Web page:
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Dasycercus byrnei.JPG
Scientific classification

Spencer, 1896
D. byrnei
Binomial name
Dasyuroides byrnei
Spencer, 1896
Distribution of the kowari

The kowari (Dasyuroides byrnei), also known as the brush-tailed marsupial rat, Kayer rat, Byrne's crest-tailed marsupial rat, bushy-tailed marsupial rat and kawiri, is a small carnivorous marsupial native to the dry grasslands and deserts of central Australia. It is monotypical in its genus.


The kowari is 16.5–18 cm long, with a 13–14 cm tail. Its diet consists mainly of insects and spiders, but probably also small lizards, birds or rodents.[1] It is known as a voracious predator. It lives in underground burrows, singly or in small groups. It emerges to hunt among grass tussocks for food. It breeds in winter, from May–October, and gives birth to litters of 5-6 young after a gestation of 32 days.[1]

The kowari is coloured ashy-grey, and its distinguishing feature is the brush of black hairs on the end of its tail, which differs from that found in the mulgaras (Dasycercus) in that it completely encircles the end of the tail. They have a life span of 3–6 years.[3]


The kowari is found in stony desert areas of the Lake Eyre drainage basin, in north-eastern South Australia and southwestern Queensland. West of Lake Eyre it is declining, and is now possibly extinct in this area.[4]


The kowari is the only member of its genus. The genus name, Dasyuroides, indicates that it resembles Dasyurus, the quolls. First described in 1896 by Sir Walter Baldwin Spencer, it was for some time included in the genus Dasycercus.

The Kowari is a member of the family Dasyuridae, and is most closely related to the mulgara.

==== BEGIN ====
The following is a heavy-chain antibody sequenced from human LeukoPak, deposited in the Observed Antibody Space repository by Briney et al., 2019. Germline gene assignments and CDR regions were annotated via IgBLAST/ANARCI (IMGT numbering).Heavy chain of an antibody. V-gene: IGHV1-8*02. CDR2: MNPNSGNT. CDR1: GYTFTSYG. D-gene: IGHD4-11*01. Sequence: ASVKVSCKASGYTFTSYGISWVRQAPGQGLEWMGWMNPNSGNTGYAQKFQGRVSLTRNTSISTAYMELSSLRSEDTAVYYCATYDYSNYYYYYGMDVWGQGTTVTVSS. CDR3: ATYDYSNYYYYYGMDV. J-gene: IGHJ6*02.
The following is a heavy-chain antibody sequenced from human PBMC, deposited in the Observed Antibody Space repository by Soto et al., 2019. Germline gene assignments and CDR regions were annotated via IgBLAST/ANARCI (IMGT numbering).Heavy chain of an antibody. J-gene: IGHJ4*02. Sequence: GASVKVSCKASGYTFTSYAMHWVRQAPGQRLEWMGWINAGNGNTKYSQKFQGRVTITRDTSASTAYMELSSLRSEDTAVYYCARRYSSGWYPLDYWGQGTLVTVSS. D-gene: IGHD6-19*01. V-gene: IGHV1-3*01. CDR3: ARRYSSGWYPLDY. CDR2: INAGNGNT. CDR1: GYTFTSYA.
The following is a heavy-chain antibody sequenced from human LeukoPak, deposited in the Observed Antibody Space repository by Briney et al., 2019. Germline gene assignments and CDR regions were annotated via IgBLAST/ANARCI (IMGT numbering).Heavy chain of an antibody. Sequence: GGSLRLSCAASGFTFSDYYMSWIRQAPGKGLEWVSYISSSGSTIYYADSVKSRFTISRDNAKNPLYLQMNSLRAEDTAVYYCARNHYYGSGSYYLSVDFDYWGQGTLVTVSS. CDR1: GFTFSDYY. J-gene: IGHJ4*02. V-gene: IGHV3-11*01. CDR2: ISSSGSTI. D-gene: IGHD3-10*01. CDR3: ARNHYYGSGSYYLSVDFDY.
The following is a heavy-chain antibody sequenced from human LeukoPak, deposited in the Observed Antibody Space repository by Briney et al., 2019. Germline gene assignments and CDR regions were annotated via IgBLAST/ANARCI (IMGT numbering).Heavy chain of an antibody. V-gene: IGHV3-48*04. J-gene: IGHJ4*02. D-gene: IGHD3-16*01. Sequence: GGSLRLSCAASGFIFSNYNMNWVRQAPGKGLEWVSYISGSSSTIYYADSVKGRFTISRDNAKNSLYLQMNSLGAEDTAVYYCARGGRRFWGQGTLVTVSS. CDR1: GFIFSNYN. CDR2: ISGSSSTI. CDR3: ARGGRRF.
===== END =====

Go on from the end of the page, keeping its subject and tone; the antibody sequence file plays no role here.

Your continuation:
Two subspecies of the kowari are recognised:[3]

  • D. b. byrnei, found in the north-eastern part of the range
  • D. b. pallidior, found in the south-western part of the range


The Kowari has been known to be assoicated with oral squamous cell carcinomas (SCCs). The SCCs cause tumors to invade the oral cavity of the kowari. The tumors begin to cause swelling in the gums. Prior to seeing tumor formation, periodontal diseases are heavily present in the oral cavity. The kowari is not expected to surivive after the SCCs have begun to develop and effect other regions of the body.[5]


  1. ^ a b c Groves, C.P. (2005). Wilson, D.E.; Reeder, D.M., eds. Mammal Species of the World: A Taxonomic and Geographic Reference (3rd ed.). Baltimore: Johns Hopkins University Press. p. 24. ISBN 0-801-88221-4. OCLC 62265494.
  2. ^ McKnight, M.; Canty, P.; Brandle, R.; Robinson, T. & Watson, M. (2008). "Dasyuroides byrnei". The IUCN Red List of Threatened Species. 2008: e.T6265A12592863. doi:10.2305/IUCN.UK.2008.RLTS.T6265A12592863.en. Retrieved 12 January 2018.
  3. ^ a b Aslin, H.J.; Lim, L. (1995). "Kowari". In Strahan, Ronald. The Mammals of Australia. Reed Books. pp. 59–61.
  4. ^ Menkhorst, Peter (2001). A Field Guide to the Mammals of Australia. Oxford University Press. p. 52.
  5. ^ Saunders, Richard; Killick, Rowena; Barrows, Michelle; Stidworthy, Mark (2017). "Oral Squamous Cell Carcinoma in Three Related Kowari ( Dasyuroides byrnei )". Journal of Comparative Pathology. 156 (2–3): 286–290. doi:10.1016/j.jcpa.2017.01.001. PMID 28196645.

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